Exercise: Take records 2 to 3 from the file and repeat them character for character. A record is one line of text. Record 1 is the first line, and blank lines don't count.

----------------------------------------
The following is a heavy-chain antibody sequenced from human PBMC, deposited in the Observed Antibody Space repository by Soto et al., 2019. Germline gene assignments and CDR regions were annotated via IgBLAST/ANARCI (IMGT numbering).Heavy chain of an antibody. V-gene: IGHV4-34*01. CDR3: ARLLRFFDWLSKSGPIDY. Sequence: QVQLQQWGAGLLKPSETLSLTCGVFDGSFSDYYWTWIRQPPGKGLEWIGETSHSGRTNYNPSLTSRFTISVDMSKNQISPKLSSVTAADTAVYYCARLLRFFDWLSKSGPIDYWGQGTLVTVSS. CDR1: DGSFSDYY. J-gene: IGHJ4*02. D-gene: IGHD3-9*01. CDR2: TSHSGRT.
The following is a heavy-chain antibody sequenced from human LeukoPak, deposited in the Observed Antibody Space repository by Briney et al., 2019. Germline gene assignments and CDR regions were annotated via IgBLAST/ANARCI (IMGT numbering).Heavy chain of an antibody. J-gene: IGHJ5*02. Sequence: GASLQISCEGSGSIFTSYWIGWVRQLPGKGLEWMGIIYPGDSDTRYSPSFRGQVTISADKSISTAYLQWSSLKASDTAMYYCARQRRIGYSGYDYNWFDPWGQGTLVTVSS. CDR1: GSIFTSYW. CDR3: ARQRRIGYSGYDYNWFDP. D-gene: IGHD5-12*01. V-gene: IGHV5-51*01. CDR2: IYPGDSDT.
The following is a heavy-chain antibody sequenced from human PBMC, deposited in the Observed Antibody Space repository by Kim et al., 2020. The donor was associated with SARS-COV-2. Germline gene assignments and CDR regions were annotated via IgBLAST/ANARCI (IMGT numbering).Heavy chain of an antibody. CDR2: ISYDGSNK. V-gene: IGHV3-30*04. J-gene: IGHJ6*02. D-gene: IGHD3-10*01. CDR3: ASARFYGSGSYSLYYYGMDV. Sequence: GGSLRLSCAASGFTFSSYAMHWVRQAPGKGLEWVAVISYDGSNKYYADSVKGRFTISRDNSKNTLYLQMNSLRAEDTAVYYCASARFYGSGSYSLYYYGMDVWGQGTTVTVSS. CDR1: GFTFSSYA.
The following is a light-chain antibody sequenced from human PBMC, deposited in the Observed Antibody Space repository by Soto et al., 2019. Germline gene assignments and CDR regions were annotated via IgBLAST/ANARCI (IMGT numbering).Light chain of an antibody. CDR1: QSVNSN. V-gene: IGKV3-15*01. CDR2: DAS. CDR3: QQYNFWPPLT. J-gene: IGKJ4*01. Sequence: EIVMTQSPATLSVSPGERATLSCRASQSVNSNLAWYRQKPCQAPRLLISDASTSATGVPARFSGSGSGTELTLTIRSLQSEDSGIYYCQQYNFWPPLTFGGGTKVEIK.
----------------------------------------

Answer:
The following is a heavy-chain antibody sequenced from human LeukoPak, deposited in the Observed Antibody Space repository by Briney et al., 2019. Germline gene assignments and CDR regions were annotated via IgBLAST/ANARCI (IMGT numbering).Heavy chain of an antibody. J-gene: IGHJ5*02. Sequence: GASLQISCEGSGSIFTSYWIGWVRQLPGKGLEWMGIIYPGDSDTRYSPSFRGQVTISADKSISTAYLQWSSLKASDTAMYYCARQRRIGYSGYDYNWFDPWGQGTLVTVSS. CDR1: GSIFTSYW. CDR3: ARQRRIGYSGYDYNWFDP. D-gene: IGHD5-12*01. V-gene: IGHV5-51*01. CDR2: IYPGDSDT.
The following is a heavy-chain antibody sequenced from human PBMC, deposited in the Observed Antibody Space repository by Kim et al., 2020. The donor was associated with SARS-COV-2. Germline gene assignments and CDR regions were annotated via IgBLAST/ANARCI (IMGT numbering).Heavy chain of an antibody. CDR2: ISYDGSNK. V-gene: IGHV3-30*04. J-gene: IGHJ6*02. D-gene: IGHD3-10*01. CDR3: ASARFYGSGSYSLYYYGMDV. Sequence: GGSLRLSCAASGFTFSSYAMHWVRQAPGKGLEWVAVISYDGSNKYYADSVKGRFTISRDNSKNTLYLQMNSLRAEDTAVYYCASARFYGSGSYSLYYYGMDVWGQGTTVTVSS. CDR1: GFTFSSYA.